Why were women the first to discover the Resurrection?

About the year AD 50, towards the end of his second missionary journey, Paul founded the church in Corinth. A few years later, perhaps while staying in Ephesus that he received disconcerting news of jealousies, rivalry, and immoral behavior within the new Church. Being at heart a Rabbi, Paul writes them a letter – or epistle to tell them how to live as a community following the teachings of Jesus the Christ. Paul wrote it – or at least most of it through scholars argue that the verse admonishing woman to remain silent and not ask questions in public (1 Corinthians 14:34–35) was added at a later date by someone other than Paul. This verse also goes squarely Luke’s story of Mary and Martha (Luke 10:38-42) where Jesus commends Mary for choosing the “better things” by being part of his discussion group.

Tonight’s reading is part of Paul’s expression of his Doctrine of Resurrection which runs in the first eleven verses of this chapter. It is the earliest account of the Easter story in the New Testament. Paul’s account predates first gospel telling of the resurrection – found in the Gospel attributed to Mark – by about 20 years. But his telling of the Easter story also conflicts with the all four of the Gospels.

Paul writes: “Christ died for our sins in accordance with the scriptures, and that he was buried, and that he was raised on the third day in accordance with the scriptures, and that he appeared to Cephas (St. Peter), then to the twelve.” But that’s not how tonight Gospel, the one attributed to Matthew, tells this story. Nor is it the Easter story of Mark, Luke, or John.

All four of the Gospel resurrection stories tell us a woman or women were the first to discover Christ’s resurrection. Mary Magdalene plays a central role in several of these texts. So why does Paul omit any mention of the role women played in the first Easter? That’s an interesting question.

The Hebrew Bible is a book primarily written by men, for men, and about men.[1] First century Jewish culture was, like the Greco-Roman society which surrounded it, highly patriarchal. Mary Magdalene was both a disciple of Jesus and the first witness to the resurrection. Yet one Gospel tells us some of the men at first refused to believe Mary’s Easter story because “she made no sense.” How many women here tonight have had their words dismissed with a similar statement or sentiment?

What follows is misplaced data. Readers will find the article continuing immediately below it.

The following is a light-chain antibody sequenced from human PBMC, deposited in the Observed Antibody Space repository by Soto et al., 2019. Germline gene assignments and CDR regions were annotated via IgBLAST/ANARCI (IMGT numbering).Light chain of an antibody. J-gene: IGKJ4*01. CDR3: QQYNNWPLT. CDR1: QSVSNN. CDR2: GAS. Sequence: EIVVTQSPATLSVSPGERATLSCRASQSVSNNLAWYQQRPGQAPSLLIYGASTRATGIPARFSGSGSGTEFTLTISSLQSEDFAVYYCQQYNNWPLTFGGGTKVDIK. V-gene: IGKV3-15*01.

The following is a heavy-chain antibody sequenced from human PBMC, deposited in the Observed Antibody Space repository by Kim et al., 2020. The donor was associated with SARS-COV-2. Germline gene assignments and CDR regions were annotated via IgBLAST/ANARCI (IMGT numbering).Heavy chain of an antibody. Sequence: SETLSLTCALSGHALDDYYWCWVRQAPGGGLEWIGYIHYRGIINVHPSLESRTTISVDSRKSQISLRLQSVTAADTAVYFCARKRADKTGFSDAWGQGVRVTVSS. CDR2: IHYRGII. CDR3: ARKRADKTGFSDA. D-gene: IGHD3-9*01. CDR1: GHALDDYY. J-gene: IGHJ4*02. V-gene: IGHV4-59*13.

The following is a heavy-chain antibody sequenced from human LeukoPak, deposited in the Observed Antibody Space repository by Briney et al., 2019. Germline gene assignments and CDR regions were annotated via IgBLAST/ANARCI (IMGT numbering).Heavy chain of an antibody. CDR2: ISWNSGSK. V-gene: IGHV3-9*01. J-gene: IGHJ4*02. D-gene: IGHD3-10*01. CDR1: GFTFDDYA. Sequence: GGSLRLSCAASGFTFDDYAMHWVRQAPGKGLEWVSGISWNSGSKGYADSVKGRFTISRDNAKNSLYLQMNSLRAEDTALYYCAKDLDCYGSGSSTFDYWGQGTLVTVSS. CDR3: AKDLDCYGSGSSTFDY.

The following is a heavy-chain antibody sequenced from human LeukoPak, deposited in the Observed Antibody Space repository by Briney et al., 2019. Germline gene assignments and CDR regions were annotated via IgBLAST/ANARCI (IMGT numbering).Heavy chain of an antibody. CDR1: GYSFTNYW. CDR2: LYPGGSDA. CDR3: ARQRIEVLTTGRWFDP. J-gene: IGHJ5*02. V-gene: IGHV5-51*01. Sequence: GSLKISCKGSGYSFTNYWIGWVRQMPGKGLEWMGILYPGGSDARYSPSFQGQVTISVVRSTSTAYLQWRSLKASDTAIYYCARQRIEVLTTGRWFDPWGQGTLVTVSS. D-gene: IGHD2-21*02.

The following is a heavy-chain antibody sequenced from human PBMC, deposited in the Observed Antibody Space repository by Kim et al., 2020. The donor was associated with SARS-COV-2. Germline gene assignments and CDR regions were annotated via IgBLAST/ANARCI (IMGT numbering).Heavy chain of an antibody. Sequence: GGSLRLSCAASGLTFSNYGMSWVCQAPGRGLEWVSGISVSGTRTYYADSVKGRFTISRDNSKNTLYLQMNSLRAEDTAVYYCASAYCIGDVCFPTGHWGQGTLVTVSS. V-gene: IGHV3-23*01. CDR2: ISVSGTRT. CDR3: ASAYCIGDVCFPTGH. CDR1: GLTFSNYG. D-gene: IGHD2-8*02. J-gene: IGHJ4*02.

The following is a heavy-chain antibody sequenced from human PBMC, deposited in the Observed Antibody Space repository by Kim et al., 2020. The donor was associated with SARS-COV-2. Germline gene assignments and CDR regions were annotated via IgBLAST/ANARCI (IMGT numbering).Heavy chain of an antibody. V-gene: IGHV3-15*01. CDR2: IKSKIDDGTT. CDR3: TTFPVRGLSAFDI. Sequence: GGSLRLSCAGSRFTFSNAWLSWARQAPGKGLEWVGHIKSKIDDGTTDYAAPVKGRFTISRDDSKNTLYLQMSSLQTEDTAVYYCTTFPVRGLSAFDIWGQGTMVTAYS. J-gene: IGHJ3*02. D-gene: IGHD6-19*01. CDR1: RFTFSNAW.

Likewise, until recently, most scholars overlooked the women found in the ministry of Jesus. Scholar Karen L. King, Professor of New Testament Studies and the History of Ancient Christianity at Harvard University’s Divinity School, tells us “the stories of women we thought we knew well are changing in dramatic ways. Chief among these is Mary Magdalene, a woman infamous in Western Christianity as an adulteress and repentant whore. Discoveries of new texts from the dry sands of Egypt, along with sharpened critical insight, have now proven that this portrait of Mary is entirely inaccurate. She was indeed an influential figure, but as a prominent disciple and leader of one wing of the early Christian movement that promoted women’s leadership.”[2] Why the disconnect between the role of Mary as we now know it and the patriarchy that envelopes so much of Christianity today? Perhaps this stems from the difference between Paul’s theological beliefs and those of Jesus the Christ.

Fifteen of the 27 books in the Christian Bible are, in one way or another, directly tied to Paul.[3] These 15 books include eight epistles that Paul actually wrote, six he most likely did not write, and the Acts of the Apostles which was largely written about Paul.[4] Paul centered his belief on the restriction: he preached that all who accepted the Easter story would be admitted to the Kingdom of God when it arrived.[5]